When there appears to be no end in sight, hope can easily become a casualty of despair, if we choose to let it.
In “Man’s Search for Meaning,” Viktor Frankl wrote about survival in the concentration camps during WWII. He found those who survived longest were those who retained a sense of control over their environment.
Frankl wrote that our greatest freedom is the freedom to choose how we respond to adversity. He believed that “everything can be taken from us but one thing, the last of human freedoms—to choose one’s own attitude in any given set of circumstances—to choose one’s own way.”
This pandemic is an evolutionary process of biblical proportions – an invisible and deadly enemy, indiscriminate of our differences. However, to collectively overcome it requires us to choose hope over despair, to author our own story.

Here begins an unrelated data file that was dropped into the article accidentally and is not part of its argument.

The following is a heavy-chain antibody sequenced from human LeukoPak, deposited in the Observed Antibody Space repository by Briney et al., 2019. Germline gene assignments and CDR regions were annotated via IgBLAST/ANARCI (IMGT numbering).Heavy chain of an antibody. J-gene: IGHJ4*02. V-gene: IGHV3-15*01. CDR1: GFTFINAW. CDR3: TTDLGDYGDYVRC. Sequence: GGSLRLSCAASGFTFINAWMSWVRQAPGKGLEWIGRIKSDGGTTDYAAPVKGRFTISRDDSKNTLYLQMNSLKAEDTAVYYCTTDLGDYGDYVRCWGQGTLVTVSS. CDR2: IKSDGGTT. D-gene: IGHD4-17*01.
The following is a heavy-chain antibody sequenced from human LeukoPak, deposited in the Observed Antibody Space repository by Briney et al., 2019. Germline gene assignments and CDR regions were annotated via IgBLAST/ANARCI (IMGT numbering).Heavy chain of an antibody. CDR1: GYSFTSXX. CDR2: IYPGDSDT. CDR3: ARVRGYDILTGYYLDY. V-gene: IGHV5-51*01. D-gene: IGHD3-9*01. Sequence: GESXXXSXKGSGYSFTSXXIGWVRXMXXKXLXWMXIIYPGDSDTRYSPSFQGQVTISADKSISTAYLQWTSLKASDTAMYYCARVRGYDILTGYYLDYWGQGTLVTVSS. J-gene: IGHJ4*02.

We can take action, boost our morale and spread messages of hope. We can reconnect with family, call a friend, use social media to comfort others, and offer words of encouragement to colleagues. We can share information on nutrition and exercise. We can deepen our spirituality and learn.
This is our opportunity to cleanse and to reengage. An opportunity to be humane or even a humanitarian. To participate in humanity or even evolve it.